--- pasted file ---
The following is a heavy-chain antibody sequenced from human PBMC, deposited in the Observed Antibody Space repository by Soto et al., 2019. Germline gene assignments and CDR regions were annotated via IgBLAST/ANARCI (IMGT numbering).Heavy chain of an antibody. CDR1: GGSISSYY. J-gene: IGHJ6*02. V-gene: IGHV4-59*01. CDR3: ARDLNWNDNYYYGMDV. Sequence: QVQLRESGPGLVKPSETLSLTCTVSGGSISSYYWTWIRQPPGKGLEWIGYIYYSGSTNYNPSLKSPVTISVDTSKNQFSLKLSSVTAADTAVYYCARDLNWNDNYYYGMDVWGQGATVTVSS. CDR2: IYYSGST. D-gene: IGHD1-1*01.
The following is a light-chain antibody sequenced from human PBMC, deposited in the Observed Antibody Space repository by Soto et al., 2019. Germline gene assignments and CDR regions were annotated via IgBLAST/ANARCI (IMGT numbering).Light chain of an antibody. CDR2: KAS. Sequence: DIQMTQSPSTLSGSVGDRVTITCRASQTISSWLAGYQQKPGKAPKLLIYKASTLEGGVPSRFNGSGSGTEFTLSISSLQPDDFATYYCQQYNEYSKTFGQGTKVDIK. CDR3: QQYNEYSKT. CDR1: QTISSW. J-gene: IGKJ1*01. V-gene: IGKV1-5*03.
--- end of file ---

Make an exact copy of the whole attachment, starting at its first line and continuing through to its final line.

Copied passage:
The following is a heavy-chain antibody sequenced from human PBMC, deposited in the Observed Antibody Space repository by Soto et al., 2019. Germline gene assignments and CDR regions were annotated via IgBLAST/ANARCI (IMGT numbering).Heavy chain of an antibody. CDR1: GGSISSYY. J-gene: IGHJ6*02. V-gene: IGHV4-59*01. CDR3: ARDLNWNDNYYYGMDV. Sequence: QVQLRESGPGLVKPSETLSLTCTVSGGSISSYYWTWIRQPPGKGLEWIGYIYYSGSTNYNPSLKSPVTISVDTSKNQFSLKLSSVTAADTAVYYCARDLNWNDNYYYGMDVWGQGATVTVSS. CDR2: IYYSGST. D-gene: IGHD1-1*01.
The following is a light-chain antibody sequenced from human PBMC, deposited in the Observed Antibody Space repository by Soto et al., 2019. Germline gene assignments and CDR regions were annotated via IgBLAST/ANARCI (IMGT numbering).Light chain of an antibody. CDR2: KAS. Sequence: DIQMTQSPSTLSGSVGDRVTITCRASQTISSWLAGYQQKPGKAPKLLIYKASTLEGGVPSRFNGSGSGTEFTLSISSLQPDDFATYYCQQYNEYSKTFGQGTKVDIK. CDR3: QQYNEYSKT. CDR1: QTISSW. J-gene: IGKJ1*01. V-gene: IGKV1-5*03.